Don't Look a Horse in the Mouth—Unless You Have a Veterinary License


If you've spent as much time on farms as I have, you may imagine that floating horse teeth has something to do with a backup of equine urine. It actually refers to the time-honored practice of filing horses' teeth to prevent them from getting uncomfortably long. At the behest of veterinarians (who else?), the state of Minnesota is trying to limit the service to veterinarians, and the Institute for Justice (who else?) is challenging the protectionist regulations in state court.

Should you balk at going to veterinary school just so you can file horse teeth for a living (a technique veterinary schools don't even teach*), Minnesota will give you a pass if you 1) have more than 10 years of experience or 2) pass an exam given by the Dallas-based International Association of Equine Dentistry. "To qualify to take the IAED's test," I.J. notes, "you must float the teeth of 250 horses under the supervision of an existing IAED member. Not only are there no IAED members in Minnesota, it is illegal to float without a license. So, to abide by the law in Minnesota, you must break it."

[*Both Lee McGrath, executive director of I.J.'s Minnesota chapter, and I.J.'s client, Chris Johnson, assert this in the I.J. press release, but commenter Lee, whose wife is a vet, says it isn't true.]

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  1. Jacob Sullum,

    That sounds an awful lot like the same quandry that those trying to get the marijuana stamp were in (back before that law was overturned).

  2. Institute for Justice. Not to be confused with any entity of government.

  3. Uh, non-vets have been floating horse’s teeth since, like, forever. Since equine domestication. These being modern times where people treat livestock animals like pets, and own highly-strung overbred freaks, people often opt to tranquilize before floating. If you wanna give them a nice little happy shot before grinding, you’re probably gonna need to involve a vet to procure said ampule of joy, so most people just end up having the vet administer drug and float at the same time.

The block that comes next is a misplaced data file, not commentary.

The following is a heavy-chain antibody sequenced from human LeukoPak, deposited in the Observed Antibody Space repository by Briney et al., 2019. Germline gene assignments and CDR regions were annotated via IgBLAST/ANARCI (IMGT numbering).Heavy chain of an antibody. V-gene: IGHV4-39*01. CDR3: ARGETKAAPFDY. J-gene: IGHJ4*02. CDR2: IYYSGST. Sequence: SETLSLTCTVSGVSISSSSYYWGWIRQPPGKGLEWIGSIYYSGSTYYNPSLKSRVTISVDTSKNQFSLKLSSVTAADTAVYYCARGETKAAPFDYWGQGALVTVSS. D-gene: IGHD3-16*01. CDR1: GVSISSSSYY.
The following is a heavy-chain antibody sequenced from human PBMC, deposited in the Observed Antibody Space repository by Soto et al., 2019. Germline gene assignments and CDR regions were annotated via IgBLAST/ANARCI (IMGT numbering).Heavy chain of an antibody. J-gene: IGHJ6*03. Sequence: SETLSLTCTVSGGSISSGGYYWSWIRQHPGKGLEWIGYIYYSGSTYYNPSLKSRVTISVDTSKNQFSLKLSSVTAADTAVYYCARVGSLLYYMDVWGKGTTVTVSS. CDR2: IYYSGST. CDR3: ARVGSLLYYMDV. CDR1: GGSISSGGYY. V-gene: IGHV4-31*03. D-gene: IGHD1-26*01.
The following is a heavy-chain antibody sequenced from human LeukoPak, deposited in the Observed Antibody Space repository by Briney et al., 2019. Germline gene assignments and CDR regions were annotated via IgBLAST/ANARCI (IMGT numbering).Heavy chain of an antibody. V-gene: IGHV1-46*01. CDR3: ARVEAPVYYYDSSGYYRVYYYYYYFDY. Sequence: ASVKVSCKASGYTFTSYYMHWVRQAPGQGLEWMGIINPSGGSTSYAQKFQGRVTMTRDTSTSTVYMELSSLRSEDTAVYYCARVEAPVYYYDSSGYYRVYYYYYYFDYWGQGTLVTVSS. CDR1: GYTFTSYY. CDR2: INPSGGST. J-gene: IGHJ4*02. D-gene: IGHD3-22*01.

But of course, it is not at all necessary to be an equine vet to float teeth. Stuff like this makes me grind MY teeth in irritation. It’s a naked bid to eliminate competition. And is this really a problem in Minnesota? Are equine vets sitting idle for lack of work? My vet has to be bribed and cajoled into floating – it’s low-level, low-margin work that vets where I live put off doing, until we threaten to take our business elsewhere. Seriously. Every damn year we’re literally beggin’ them to take our damn money to perform this service. Sigh.

  4. Is everyone here enjoying April’s adventures with horses in For Better of For Worse in the comics?

    The only thing I know about horses is that sitting on the back of one somehow seems just wrong. Not to mention precarious.
    Unless it’s a Tennessee Walking Horse.

  5. Ruthless: I am in complete agreement with you on this issue. There’s nothing more pathetic than a man who won’t go anywhere unless he has something to carry him.

  6. From the linked article: “Section 214 of Minnesota state law reads, ‘No regulation shall be imposed upon any occupation unless required for the safety and well-being of the citizens of the state.'”

    I wonder how this might apply to other licensed animal care occupations, such as dog grooming, one of the other big scams as far as government licensing goes, in my opinion.

  7. “(a technique veterinary schools don’t even teach)”

    Would be incorrect. My wife is a vet and was taught how to float teeth in 1992 and a quick call to the clinic just confirmed that the recent grad (in May) learned to float teeth.

    Please update 🙂

  8. That is even more incorrect that I thought. The national board test has teeth floating as one of its questions, so it is probably taught at most vet schools in the nation.

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